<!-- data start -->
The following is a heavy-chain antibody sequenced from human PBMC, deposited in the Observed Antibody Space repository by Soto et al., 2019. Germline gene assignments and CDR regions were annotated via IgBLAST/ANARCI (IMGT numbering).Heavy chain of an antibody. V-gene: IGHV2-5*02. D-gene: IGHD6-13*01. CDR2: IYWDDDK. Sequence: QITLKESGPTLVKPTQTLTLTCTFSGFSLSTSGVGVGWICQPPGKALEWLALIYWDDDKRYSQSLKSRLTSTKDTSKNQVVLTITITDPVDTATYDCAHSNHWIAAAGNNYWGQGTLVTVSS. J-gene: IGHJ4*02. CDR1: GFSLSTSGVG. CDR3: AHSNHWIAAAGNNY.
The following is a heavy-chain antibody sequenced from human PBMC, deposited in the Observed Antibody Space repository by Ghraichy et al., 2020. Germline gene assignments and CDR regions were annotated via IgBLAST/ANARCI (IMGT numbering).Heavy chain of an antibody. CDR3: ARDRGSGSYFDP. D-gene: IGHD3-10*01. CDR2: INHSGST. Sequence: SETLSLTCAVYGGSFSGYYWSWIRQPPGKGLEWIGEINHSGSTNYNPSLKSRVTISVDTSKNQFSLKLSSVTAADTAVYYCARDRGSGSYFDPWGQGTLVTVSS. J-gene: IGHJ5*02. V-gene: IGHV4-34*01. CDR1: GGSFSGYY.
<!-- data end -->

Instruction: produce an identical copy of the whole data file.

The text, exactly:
The following is a heavy-chain antibody sequenced from human PBMC, deposited in the Observed Antibody Space repository by Soto et al., 2019. Germline gene assignments and CDR regions were annotated via IgBLAST/ANARCI (IMGT numbering).Heavy chain of an antibody. V-gene: IGHV2-5*02. D-gene: IGHD6-13*01. CDR2: IYWDDDK. Sequence: QITLKESGPTLVKPTQTLTLTCTFSGFSLSTSGVGVGWICQPPGKALEWLALIYWDDDKRYSQSLKSRLTSTKDTSKNQVVLTITITDPVDTATYDCAHSNHWIAAAGNNYWGQGTLVTVSS. J-gene: IGHJ4*02. CDR1: GFSLSTSGVG. CDR3: AHSNHWIAAAGNNY.
The following is a heavy-chain antibody sequenced from human PBMC, deposited in the Observed Antibody Space repository by Ghraichy et al., 2020. Germline gene assignments and CDR regions were annotated via IgBLAST/ANARCI (IMGT numbering).Heavy chain of an antibody. CDR3: ARDRGSGSYFDP. D-gene: IGHD3-10*01. CDR2: INHSGST. Sequence: SETLSLTCAVYGGSFSGYYWSWIRQPPGKGLEWIGEINHSGSTNYNPSLKSRVTISVDTSKNQFSLKLSSVTAADTAVYYCARDRGSGSYFDPWGQGTLVTVSS. J-gene: IGHJ5*02. V-gene: IGHV4-34*01. CDR1: GGSFSGYY.